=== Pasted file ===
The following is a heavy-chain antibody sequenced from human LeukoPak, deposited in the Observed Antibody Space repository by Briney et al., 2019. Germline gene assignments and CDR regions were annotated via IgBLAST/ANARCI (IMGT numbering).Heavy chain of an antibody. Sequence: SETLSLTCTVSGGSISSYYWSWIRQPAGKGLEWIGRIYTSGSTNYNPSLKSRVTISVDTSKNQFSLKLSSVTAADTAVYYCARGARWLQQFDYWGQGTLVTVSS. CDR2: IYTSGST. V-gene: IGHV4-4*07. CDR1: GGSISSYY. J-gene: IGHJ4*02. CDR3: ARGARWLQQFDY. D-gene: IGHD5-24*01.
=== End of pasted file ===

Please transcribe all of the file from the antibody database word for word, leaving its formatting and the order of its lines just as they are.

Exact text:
The following is a heavy-chain antibody sequenced from human LeukoPak, deposited in the Observed Antibody Space repository by Briney et al., 2019. Germline gene assignments and CDR regions were annotated via IgBLAST/ANARCI (IMGT numbering).Heavy chain of an antibody. Sequence: SETLSLTCTVSGGSISSYYWSWIRQPAGKGLEWIGRIYTSGSTNYNPSLKSRVTISVDTSKNQFSLKLSSVTAADTAVYYCARGARWLQQFDYWGQGTLVTVSS. CDR2: IYTSGST. V-gene: IGHV4-4*07. CDR1: GGSISSYY. J-gene: IGHJ4*02. CDR3: ARGARWLQQFDY. D-gene: IGHD5-24*01.